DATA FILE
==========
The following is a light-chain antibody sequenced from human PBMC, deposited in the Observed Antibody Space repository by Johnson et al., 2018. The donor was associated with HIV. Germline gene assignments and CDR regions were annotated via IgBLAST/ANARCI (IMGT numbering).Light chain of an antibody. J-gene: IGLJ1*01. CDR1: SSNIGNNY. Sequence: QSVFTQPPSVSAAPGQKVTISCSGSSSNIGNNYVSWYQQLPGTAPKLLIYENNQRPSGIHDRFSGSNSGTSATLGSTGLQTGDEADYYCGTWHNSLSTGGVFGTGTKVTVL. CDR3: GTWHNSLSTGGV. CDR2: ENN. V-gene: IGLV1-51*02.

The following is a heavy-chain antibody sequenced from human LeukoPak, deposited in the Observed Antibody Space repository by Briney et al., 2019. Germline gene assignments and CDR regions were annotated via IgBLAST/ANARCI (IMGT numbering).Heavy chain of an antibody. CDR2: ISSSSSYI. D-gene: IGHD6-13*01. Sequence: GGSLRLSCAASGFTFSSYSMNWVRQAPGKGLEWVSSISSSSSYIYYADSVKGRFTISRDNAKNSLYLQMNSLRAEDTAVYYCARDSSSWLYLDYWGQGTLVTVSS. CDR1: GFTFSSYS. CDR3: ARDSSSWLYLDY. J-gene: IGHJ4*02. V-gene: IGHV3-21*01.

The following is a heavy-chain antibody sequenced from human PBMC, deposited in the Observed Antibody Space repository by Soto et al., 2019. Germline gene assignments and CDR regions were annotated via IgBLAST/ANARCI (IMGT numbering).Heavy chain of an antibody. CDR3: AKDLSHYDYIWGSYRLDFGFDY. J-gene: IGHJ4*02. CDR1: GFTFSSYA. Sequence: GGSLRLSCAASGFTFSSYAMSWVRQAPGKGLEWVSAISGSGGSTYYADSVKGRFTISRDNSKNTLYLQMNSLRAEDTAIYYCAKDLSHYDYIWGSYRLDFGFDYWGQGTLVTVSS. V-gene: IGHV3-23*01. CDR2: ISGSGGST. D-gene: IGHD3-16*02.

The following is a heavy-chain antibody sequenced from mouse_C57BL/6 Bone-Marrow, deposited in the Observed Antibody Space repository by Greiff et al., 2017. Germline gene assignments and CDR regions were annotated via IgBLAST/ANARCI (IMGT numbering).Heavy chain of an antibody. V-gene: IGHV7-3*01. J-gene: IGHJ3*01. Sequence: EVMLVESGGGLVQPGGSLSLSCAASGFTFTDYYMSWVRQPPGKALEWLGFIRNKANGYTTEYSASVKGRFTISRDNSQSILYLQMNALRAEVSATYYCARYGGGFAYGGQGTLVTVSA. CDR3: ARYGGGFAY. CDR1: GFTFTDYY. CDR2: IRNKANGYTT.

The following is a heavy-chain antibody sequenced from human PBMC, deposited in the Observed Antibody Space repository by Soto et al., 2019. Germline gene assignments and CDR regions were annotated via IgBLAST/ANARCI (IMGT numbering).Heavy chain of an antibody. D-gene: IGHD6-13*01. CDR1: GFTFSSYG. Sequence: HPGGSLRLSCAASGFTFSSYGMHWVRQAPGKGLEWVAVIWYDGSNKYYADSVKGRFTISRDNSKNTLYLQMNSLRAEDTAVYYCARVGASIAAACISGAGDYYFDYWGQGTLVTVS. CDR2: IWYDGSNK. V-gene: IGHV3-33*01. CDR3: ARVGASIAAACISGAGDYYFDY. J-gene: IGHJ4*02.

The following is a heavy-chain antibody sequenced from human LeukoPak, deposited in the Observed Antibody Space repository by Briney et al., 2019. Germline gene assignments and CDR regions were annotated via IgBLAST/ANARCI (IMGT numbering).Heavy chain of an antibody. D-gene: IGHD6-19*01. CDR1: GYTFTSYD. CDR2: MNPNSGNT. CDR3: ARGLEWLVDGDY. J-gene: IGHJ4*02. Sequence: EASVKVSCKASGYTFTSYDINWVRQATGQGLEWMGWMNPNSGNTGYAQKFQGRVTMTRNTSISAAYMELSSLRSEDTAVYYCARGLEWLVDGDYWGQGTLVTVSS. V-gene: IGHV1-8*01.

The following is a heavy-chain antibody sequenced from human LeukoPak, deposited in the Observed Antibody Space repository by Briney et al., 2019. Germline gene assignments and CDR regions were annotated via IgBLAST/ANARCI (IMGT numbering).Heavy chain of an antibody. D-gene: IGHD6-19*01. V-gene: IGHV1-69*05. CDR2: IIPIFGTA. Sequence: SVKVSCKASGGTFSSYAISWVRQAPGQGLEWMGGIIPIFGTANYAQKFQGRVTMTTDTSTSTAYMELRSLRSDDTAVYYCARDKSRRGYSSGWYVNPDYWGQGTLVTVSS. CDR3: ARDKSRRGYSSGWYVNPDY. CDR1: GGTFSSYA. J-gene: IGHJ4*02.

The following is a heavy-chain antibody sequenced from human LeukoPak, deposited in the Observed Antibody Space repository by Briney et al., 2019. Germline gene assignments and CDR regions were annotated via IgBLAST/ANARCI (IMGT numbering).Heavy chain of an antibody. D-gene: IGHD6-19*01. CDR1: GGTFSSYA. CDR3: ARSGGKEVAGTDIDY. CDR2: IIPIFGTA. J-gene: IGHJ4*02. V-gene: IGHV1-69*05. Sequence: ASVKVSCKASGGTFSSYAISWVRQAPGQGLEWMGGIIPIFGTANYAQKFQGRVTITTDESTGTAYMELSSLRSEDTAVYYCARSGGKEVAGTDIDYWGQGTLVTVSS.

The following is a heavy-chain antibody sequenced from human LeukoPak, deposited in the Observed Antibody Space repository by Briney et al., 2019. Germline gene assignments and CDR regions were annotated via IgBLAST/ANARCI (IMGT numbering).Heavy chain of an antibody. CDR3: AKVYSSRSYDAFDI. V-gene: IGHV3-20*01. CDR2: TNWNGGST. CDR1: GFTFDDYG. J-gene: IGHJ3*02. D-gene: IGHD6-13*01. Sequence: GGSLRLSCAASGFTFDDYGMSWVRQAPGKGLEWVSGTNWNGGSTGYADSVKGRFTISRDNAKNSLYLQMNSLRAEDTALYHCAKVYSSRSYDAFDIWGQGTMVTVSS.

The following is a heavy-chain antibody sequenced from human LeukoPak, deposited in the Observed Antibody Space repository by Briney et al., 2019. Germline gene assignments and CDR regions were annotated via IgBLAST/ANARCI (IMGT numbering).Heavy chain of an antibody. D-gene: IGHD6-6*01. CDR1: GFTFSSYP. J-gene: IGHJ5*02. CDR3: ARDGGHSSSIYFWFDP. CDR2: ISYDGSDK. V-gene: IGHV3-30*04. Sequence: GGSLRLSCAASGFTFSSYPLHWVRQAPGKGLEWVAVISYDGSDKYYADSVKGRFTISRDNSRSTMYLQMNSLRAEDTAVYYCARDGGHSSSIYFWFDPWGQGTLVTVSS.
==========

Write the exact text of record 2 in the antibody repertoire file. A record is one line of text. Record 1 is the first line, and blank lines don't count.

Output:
The following is a heavy-chain antibody sequenced from human LeukoPak, deposited in the Observed Antibody Space repository by Briney et al., 2019. Germline gene assignments and CDR regions were annotated via IgBLAST/ANARCI (IMGT numbering).Heavy chain of an antibody. CDR2: ISSSSSYI. D-gene: IGHD6-13*01. Sequence: GGSLRLSCAASGFTFSSYSMNWVRQAPGKGLEWVSSISSSSSYIYYADSVKGRFTISRDNAKNSLYLQMNSLRAEDTAVYYCARDSSSWLYLDYWGQGTLVTVSS. CDR1: GFTFSSYS. CDR3: ARDSSSWLYLDY. J-gene: IGHJ4*02. V-gene: IGHV3-21*01.